Please select your state
so that we can show you the most relevant content.
ARLINGTON, VA—Today the U.S. Supreme Court issued a decision in one of the biggest student speech cases in the last half century. In Mahanoy School District v. B.L., the justices ruled 8-1 that public schools can’t monitor and punish students for most speech that takes place off school grounds and outside of school functions.
“Public schools should be champions of free speech,” said Americans for Prosperity Foundation’s Casey Mattox. “It’s a victory not just for students but for a society that benefits when the next generation learns to exercise their First Amendment freedoms.”
A case that started with a high school cheerleader and a profanity-laced Snapchat now has implications for tens of millions of students across the country. When the American Civil Liberties Union (ACLU) asked the Court to decide whether a public school may regulate off-campus speech, AFPF and The Rutherford Institute argued in a friend-of-the-court brief:
With the advent of social media, fundamental rights are imperiled when schools seek to regulate private behavior. While this case turns on the use of Snapchat, expanding school authority over off-campus speech naturally implicates other technologies, allowing schools to observe students’ homelife, including spaces in which parents or other family members have a right to privacy and autonomy. It is not enough to argue that schools have only good intentions; pervasive surveillance imperils lawful behavior by students and the individual rights of conscientious parents who would self-censor to avoid rebuke for their children. And, as recent experience with remote schooling shows, allowing schools to see into children’s homes can result in penalizing children before the facts have been established or the parents notified—good intentions notwithstanding.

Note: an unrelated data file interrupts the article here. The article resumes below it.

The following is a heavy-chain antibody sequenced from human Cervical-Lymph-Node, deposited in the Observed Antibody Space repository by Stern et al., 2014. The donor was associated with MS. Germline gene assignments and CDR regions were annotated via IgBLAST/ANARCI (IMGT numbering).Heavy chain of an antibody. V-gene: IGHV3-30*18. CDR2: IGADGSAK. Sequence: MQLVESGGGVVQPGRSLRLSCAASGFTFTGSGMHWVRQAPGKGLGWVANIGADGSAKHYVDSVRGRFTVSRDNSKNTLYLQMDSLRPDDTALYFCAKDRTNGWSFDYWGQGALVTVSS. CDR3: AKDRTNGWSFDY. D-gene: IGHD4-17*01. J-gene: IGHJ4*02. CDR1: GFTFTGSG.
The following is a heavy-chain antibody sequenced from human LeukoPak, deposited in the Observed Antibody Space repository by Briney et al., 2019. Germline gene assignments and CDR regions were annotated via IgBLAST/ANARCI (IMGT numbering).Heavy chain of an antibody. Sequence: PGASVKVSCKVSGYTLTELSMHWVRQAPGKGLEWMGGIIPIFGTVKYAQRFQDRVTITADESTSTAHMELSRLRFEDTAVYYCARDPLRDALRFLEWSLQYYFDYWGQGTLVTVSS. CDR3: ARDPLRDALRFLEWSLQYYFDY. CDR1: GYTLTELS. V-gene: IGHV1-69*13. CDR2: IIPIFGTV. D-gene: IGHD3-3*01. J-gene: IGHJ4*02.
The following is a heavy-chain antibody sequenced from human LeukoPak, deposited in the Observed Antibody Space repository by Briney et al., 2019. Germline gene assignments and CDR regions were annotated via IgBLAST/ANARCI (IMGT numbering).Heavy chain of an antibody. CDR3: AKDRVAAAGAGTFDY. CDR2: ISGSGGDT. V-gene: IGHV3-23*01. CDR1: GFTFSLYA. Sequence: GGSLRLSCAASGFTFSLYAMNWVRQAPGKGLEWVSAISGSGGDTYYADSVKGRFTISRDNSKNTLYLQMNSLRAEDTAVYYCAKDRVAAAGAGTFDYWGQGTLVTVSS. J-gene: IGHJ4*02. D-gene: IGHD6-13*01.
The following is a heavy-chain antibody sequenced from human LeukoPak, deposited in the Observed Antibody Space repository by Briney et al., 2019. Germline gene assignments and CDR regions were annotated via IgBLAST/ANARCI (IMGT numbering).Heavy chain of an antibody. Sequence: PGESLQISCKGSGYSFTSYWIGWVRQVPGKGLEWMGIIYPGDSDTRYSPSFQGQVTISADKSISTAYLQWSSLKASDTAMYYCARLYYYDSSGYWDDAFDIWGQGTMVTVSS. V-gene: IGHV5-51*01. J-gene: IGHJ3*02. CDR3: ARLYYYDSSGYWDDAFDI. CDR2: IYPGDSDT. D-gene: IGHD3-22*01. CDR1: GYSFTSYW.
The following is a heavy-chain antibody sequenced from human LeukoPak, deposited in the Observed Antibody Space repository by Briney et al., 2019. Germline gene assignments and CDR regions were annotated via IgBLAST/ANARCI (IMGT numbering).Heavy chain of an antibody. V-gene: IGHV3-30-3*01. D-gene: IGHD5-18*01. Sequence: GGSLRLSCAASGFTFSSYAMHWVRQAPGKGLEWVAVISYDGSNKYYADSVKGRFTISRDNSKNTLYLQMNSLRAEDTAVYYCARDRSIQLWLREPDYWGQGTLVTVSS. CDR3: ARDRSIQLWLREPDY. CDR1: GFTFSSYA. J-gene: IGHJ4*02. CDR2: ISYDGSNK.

During this term, AFPF has been one of the most active organizations filing friend of the court briefs in support of civil liberties and constitutional government, supporting the rights of criminal defendants, defending the First Amendment, and many others. People’s ability to freely think, speak, and join with others contributes to a diverse public square and helps people drive progress on the challenges we face. Learn more about our commitment to civil liberties including free speech.
For further information or questions, reach Lorenz Isidro at LIsidro@afphq.org or 703-887-7724.
Americans for Prosperity Foundation (AFPF) works in communities and alongside partners to provide educational programs and resources on the toughest issues facing our country, including free markets, civil liberties, immigration reform, and constitutionally limited government.
Receive email alerts to learn how to get involved